A Catholic Style Guide

...gender ideology would have it, femininity and masculinity are no more than opposite poles of the fluid continuum of gender identities. Gender becomes a decision or a provisional experiment. Formerly...

A colleague at the Catholic high school where I teach approached me recently with a question. Girls at our school, he said, often dress immodestly. What could he do? He had studied Church documents and read lay publications that deplored the modern degeneration of women’s fashions. Some of these documents cite evidence of a Masonic campaign to undermine Christianity by corrupting women. Others quote statements from popes and bishops who spoke against pants, short sleeves, and low-cut necklines for women. I too had come across some of these documents. While I sympathized with the general concerns they raised, I saw little use for them among my students. Dress codes only go so far. Most of them chastise the girls for immodesty. Occasionally, someone reminds the boys to tidy up their collars and sleeves.

In the long run, however, restrictive rules do not help anybody dress well. Students rebel or simply wear whatever seems most comfortable. The reason, I believe, is that the majority of teenagers—and adults—never learn how to achieve a stylish appearance and seldom consider why it matters that they look their best.

Concern with the relationship between clothing and morality is as old as original sin. After Adam and Eve had eaten the forbidden fruit, God taught them to clothe their bodies as he sent them into exile. From then on, fashions regularly challenged morality. In the Middle Ages, St. Thomas Aquinas found it necessary to distinguish between legitimate and improper uses of cosmetics for women. During the Renaissance, fashionable men paraded in tight hose and short breeches. Actresses in restoration theatre in England titillated audiences by appearing on the stage in male disguise.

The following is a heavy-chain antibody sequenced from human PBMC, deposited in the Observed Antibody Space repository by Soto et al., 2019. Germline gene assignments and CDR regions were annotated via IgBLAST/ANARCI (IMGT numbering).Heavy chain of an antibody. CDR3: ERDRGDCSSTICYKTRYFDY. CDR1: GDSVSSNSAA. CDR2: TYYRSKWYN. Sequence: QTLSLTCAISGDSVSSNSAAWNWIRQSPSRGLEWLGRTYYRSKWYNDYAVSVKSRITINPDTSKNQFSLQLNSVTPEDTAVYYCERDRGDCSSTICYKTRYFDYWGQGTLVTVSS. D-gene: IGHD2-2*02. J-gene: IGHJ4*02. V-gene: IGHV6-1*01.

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In the 1700s, men and women wore heels, wigs, and makeup. That century also encouraged plunging necklines for women, while, later, the Victorian period corseted women in ways that unnaturally emphasized the sexual characteristics of their bodies. The link between fashion and behavior surfaces in many works of literature. In Little Women, Meg feels embarrassed at the cut of a dress her friends persuade her to wear to a party. A passage in War and Peace describes the novel’s heroine, Natasha, at the opera where she looks bemused “at the rows of pomaded heads in the stalls and then at the rows of seminude women in the boxes, especially at Hélène in the next box who—apparently quite unclothed—sat with a quiet tranquil smile not taking her eyes off the stage.” Significantly, it is after that evening at the opera that Natasha consents to elope with the dashing (and married) Anatole.

So, the connection between fashion and morality is by no means a modern problem. Two things, however, seem unique to our iteration of the issue. First is the abandonment of aesthetic principles in fashion. Many of us want to look good, but do not know how to do it. Second is the confusion of gender identities. Women freely don male attire, while men turn to traditionally feminine methods of cultivating personal appearance.

The first aspect of the current cultural fashion crisis is the loss of the sense of beauty. Beauty in personal appearance seems less important to us than individual taste or functionality. The Victorian corset, after all, worked by creating precise ratios between bust, waist, and hips. Floor-length skirts offset risky décolletages in earlier periods. Today, most men and women do not realize how adjustments of color, line, and proportion can improve or undermine their appearance. For instance, patterns add bulk, but solid, dark hues make surfaces look smaller. This simple insight can help us to decide how to make suitable use of patterns or solid colors in clothing. Likewise, specific color palettes match different skin tones, just as length can be used to attract or distract the eye. Thus, long hemlines draw the eye downward (not always a good thing for someone of petite height), while shorts and miniskirts create the opposite (and often problematic) effect.